Higher standards for the omnipotent!

But what about the second assumption, that if God is omnibenevolent, then He prefers a world without evil over a world with evil? Again, such an assumption is not necessarily true. The fact is that in many cases we allow pain and suffering to occur in a person’s life in order to bring about some greater good or because we have some sufficient reason for allowing it. Every parent knows this fact. There comes a point at which a parent can no longer protect his child from every mishap; and there are other times when discipline must be inflicted on the child in order to teach him to become a mature, responsible, adult. Similarly, God may permit suffering in our lives in order to build us or to test us, or to build and test others, or to achieve some other overriding end. Thus, even though God is omnibenevolent, He might well have morally sufficient reasons for permitting pain and suffering in the world. 

— Wiiliam Lane Craig, writing on the problem of evil

Craig’s parenting analogy is seriously flawed because it suggests that God and human parents are under the same constraints.

As humans, we may be justified in sometimes allowing or causing others to suffer, but only to the extent that it is necessary to achieve a greater good — for example, to spare them (or others) worse suffering or, in some cases, to bring them (or others) some kind of reward.

For example, we allow our children to endure the pain of vaccinations in order to protect them against diseases, which can bring misery, debilitation or death.

Similarly, military recruits are subjected to mental, physical and emotional stresses in order to help them succeed and survive in combat. “More sweat in training, less blood in battle.”

As we mature, we learn to accept trade-offs as part of life — as long as they are truly necessary. We don’t get shots for diseases that don’t exist, and if there were no such thing as war, there would be no boot camps to persevere through.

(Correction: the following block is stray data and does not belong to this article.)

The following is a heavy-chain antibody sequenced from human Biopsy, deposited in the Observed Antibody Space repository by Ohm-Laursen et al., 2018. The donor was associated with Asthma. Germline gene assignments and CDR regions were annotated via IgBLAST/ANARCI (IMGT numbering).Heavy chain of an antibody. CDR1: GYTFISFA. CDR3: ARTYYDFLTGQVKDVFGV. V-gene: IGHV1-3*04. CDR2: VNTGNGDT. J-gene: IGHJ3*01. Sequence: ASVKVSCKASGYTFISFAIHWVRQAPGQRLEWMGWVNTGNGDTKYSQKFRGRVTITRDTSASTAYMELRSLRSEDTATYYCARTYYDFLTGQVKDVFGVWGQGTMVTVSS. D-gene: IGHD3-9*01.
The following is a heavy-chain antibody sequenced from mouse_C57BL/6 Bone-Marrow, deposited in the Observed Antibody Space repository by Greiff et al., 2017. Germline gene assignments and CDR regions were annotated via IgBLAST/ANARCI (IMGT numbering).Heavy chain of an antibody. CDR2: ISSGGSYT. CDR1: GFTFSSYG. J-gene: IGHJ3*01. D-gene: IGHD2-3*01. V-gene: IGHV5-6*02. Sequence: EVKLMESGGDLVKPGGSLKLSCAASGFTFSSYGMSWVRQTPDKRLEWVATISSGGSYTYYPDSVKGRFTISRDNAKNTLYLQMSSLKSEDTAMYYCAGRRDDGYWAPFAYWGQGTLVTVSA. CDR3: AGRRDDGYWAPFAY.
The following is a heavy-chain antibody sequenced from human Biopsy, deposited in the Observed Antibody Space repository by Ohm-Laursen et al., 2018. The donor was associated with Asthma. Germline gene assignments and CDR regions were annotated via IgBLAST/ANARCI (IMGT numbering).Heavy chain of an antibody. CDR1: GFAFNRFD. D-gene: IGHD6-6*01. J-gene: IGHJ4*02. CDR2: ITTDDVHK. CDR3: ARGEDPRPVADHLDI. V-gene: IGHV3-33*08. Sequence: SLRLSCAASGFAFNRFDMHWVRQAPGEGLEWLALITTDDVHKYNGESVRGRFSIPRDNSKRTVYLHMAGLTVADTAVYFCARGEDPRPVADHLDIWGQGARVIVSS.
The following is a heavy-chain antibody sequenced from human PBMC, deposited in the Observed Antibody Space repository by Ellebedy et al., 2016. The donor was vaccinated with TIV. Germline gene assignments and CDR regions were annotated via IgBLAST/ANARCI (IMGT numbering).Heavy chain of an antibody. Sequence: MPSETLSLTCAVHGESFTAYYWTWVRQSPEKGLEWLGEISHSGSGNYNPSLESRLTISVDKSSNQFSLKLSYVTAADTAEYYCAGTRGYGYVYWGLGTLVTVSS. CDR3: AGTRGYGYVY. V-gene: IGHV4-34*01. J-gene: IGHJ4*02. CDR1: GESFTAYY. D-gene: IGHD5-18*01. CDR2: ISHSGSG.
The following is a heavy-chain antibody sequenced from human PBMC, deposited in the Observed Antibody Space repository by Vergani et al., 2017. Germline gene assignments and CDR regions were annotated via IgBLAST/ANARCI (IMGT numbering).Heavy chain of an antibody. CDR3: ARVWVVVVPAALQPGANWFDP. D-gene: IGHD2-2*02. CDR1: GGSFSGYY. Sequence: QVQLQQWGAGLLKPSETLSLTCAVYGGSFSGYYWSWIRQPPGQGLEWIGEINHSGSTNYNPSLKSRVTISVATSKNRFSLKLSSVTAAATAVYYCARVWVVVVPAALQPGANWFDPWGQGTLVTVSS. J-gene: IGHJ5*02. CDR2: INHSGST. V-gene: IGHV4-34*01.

Human parents can honestly tell their kids, “I wish this trade-off did not exist, but it does.”

But God designed the whole scheme, so he willed that there would be trade-offs. How could he then wish things were different?

We take it as a given that we can’t eat and drink whatever we want and still have healthy bodies. But if our bodies had been designed differently, there would be no such trade-off.

Christian apologists may claim that God withholds some pleasures from us and subjects us to some suffering now so we have the opportunity for an afterlife of extreme pleasure and absolutely no suffering. In other words, our complete happiness and our complete lack of suffering is God’s goal. However, God imposes a restriction on how we can get to that state: That extreme pleasure without suffering is only possible for those who are in a ‘consensual’ love relationship with God. If this is true, it isn’t just ‘the way it is’ — it is a condition of our existence that was imposed by God. So why does this trade-off exist? Either God needs a relationship with us — in which case our pain is for his gain — or God designed us to need a relationship with him. No matter which is the case, God willingly imposes a trade-off that should not have been necessary.

Actually, it is impossible to be human and not suffer, because suffering is simply experiencing something we don’t like. We suffer continually just by virtue of not being able to do everything that is pleasurable and not being able to avoid everything that is unpleasant. The difference between what we normally call ‘discomfort’ and what we normally call ‘suffering’ is one of degree. So basically, if God created us, he willed for us to suffer simply by making us as natural beings.

Parents and drill sergeants can’t control the external forces that make it necessary to train and ‘discipline’ those in their care. But for an omnipotent god, there are no external forces. It’s time to stop letting God off the hook and pretending his hands are tied. Is our pain for his benefit or for ours? If it’s for his benefit, then yeah, it makes sense: He is sadistic. But if it’s for our benefit, what exactly is the reward that is worth whatever kind and amount of pain we might experience?


Posted on January 4, 2013, in Arguments for theism, Logic, Problem of Evil (Problem of Suffering) and tagged , . Bookmark the permalink. Leave a comment.

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